What is a Dynamic Risk Assessment?

May 15, 2019
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Risk assessments involve analysing the risks and hazards of your workplace and implementing controls to either eliminate or reduce them. However, if your work environment suddenly changes, how should you react?

Dynamic risk assessments allow you to make quick assessments of changing work environments so you can continue to carry out your duties safely. This article will explain what a dynamic risk assessment is and when you might use one.

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What is a Dynamic Risk Assessment?

A dynamic risk assessment is the process of continually observing and analysing risks and hazards in a changing, or high-risk, environment. This allows workers to quickly identify new risks and remove them.

Formal risk assessments are prepared in advance, recorded and monitored on a regular basis. Conversely, dynamic risk assessments are ‘dynamic’ or ever-changing, and carried out on the spot by an individual when they enter a new environment or their current environment changes.

However, carrying out a dynamic risk assessment doesn’t mean you don’t need to carry out a formal risk assessment. Dynamic risk assessments should complement and fill in any gaps that you couldn’t predict when completing your standard risk assessment. You should carry out a dynamic risk assessment before entering any new situation and continue to constantly assess the risks and hazards in case there is a change in circumstances.

Lone worker entering a manhole

When Might a Dynamic Risk Assessment be Used?

Some roles are subject to lone working, high-risk activities or regularly changing work environments. For example, emergency service workers might regularly encounter situations where it’s important to quickly assess risks and hazards. In these cases, a dynamic risk assessment would be appropriate to ensure that workers observe and analyse hazards and risks specific to the circumstances of that situation.


For example, consider a worker who regularly carries out home visits. When carrying out a formal risk assessment, they identify the hazards that they may encounter and develop controls to reduce or eliminate the risks. However, each visit will be different, and there may be risks they couldn’t predict.

One morning, the worker carries out a home visit and, when they enter the premises, they instantly begin to feel uncertain about the situation. The worker is instantly aware of their surroundings and starts to assess the risks. They notice warning signs that the client they have come to visit is under the influence of drugs and alcohol.

Client under the influence of substances at a home visit

They then consider what they know about the individual and the situation, and ask themselves the following questions:

  • Do they have a history of violence? What effect might the substance have on their mood? Are they likely to act erratically? How confident do I feel in this situation?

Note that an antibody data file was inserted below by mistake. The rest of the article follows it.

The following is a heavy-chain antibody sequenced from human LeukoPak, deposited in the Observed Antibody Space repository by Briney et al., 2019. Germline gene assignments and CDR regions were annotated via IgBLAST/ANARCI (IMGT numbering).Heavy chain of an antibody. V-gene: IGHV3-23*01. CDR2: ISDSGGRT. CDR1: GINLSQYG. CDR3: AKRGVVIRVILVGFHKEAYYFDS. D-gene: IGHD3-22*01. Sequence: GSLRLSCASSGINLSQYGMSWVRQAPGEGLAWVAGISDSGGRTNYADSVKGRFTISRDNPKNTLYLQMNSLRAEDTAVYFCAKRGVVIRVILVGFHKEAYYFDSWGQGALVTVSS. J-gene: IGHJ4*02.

• Does this environment make me vulnerable in any way? Is there anything that could be used as a weapon against me? Is there anyone else who is at risk? How can I exit the situation if needed?
  • Are my actions or words aggravating the situation? Am I invading personal space? Is me being here something they disagree with? 

Asking questions like these will help the worker to assess the situation. They will then be able to decide whether they should proceed with the visit, how they may be able to do so safely, and how they can exit the situation if the need arises. By doing this, they are carrying out a dynamic risk assessment that helps them decide on controls to eliminate or reduce the risks.

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Need a Course?

Our Lone Worker Training will provide you with a variety of practical controls that you can implement in your work environment to help keep lone workers safe from harm.

What are the hazards and risks associated with your job? Take a look at our Guide to the Most Common Workplace Hazards where you’ll find a categorised list with examples.

Benefits of a Dynamic Risk Assessment

Understanding how to carry out a dynamic risk assessment has many benefits. It’s specifically important that you know how to carry one out if you work in constantly varying environments. If you can carry out a dynamic risk assessment, you will:

  • Be able to take a proactive approach to safety. You will have the knowledge needed to instantly assess risks and hazards of any new, variable situation.
  • Feel confident in your ability to assess your environment. As you will have the appropriate training needed to instantly observe, analyse and react risks and hazards in new situations, you will feel confident making decisions that ensure the safety of you and your team.
  • Feel more confident doing your job. By having the skills needed to do your job safely, you will feel more confident entering new, unknown situations.

By understanding how to carry out a dynamic risk assessment, you will have the tools needed to confidently assess any situation you encounter and ensure you work safely.

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